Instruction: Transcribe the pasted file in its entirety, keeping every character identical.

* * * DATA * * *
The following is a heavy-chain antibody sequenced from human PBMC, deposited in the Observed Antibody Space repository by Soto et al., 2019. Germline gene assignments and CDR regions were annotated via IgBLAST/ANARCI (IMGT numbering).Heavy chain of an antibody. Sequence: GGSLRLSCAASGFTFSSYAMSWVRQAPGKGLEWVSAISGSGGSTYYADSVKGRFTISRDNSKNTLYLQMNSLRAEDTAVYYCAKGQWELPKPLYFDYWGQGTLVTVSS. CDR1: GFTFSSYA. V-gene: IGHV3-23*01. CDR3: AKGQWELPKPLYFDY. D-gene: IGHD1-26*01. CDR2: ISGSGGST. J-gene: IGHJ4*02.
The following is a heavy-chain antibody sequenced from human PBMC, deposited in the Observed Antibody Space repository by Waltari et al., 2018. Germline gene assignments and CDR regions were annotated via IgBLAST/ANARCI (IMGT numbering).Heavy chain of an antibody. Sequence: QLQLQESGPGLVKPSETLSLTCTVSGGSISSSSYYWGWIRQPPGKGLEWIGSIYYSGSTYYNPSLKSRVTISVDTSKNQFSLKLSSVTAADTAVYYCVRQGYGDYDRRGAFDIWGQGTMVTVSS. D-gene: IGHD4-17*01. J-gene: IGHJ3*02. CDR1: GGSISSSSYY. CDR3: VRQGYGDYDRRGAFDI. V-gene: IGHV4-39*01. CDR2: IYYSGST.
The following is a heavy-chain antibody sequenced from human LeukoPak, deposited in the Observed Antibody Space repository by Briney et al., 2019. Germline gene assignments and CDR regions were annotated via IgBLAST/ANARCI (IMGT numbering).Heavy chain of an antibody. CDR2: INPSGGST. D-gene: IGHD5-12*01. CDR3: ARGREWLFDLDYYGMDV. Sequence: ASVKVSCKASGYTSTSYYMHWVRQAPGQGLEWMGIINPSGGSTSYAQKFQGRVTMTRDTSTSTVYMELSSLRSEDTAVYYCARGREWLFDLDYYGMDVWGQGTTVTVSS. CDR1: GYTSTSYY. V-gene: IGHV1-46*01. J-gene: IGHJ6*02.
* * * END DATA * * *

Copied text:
The following is a heavy-chain antibody sequenced from human PBMC, deposited in the Observed Antibody Space repository by Soto et al., 2019. Germline gene assignments and CDR regions were annotated via IgBLAST/ANARCI (IMGT numbering).Heavy chain of an antibody. Sequence: GGSLRLSCAASGFTFSSYAMSWVRQAPGKGLEWVSAISGSGGSTYYADSVKGRFTISRDNSKNTLYLQMNSLRAEDTAVYYCAKGQWELPKPLYFDYWGQGTLVTVSS. CDR1: GFTFSSYA. V-gene: IGHV3-23*01. CDR3: AKGQWELPKPLYFDY. D-gene: IGHD1-26*01. CDR2: ISGSGGST. J-gene: IGHJ4*02.
The following is a heavy-chain antibody sequenced from human PBMC, deposited in the Observed Antibody Space repository by Waltari et al., 2018. Germline gene assignments and CDR regions were annotated via IgBLAST/ANARCI (IMGT numbering).Heavy chain of an antibody. Sequence: QLQLQESGPGLVKPSETLSLTCTVSGGSISSSSYYWGWIRQPPGKGLEWIGSIYYSGSTYYNPSLKSRVTISVDTSKNQFSLKLSSVTAADTAVYYCVRQGYGDYDRRGAFDIWGQGTMVTVSS. D-gene: IGHD4-17*01. J-gene: IGHJ3*02. CDR1: GGSISSSSYY. CDR3: VRQGYGDYDRRGAFDI. V-gene: IGHV4-39*01. CDR2: IYYSGST.
The following is a heavy-chain antibody sequenced from human LeukoPak, deposited in the Observed Antibody Space repository by Briney et al., 2019. Germline gene assignments and CDR regions were annotated via IgBLAST/ANARCI (IMGT numbering).Heavy chain of an antibody. CDR2: INPSGGST. D-gene: IGHD5-12*01. CDR3: ARGREWLFDLDYYGMDV. Sequence: ASVKVSCKASGYTSTSYYMHWVRQAPGQGLEWMGIINPSGGSTSYAQKFQGRVTMTRDTSTSTVYMELSSLRSEDTAVYYCARGREWLFDLDYYGMDVWGQGTTVTVSS. CDR1: GYTSTSYY. V-gene: IGHV1-46*01. J-gene: IGHJ6*02.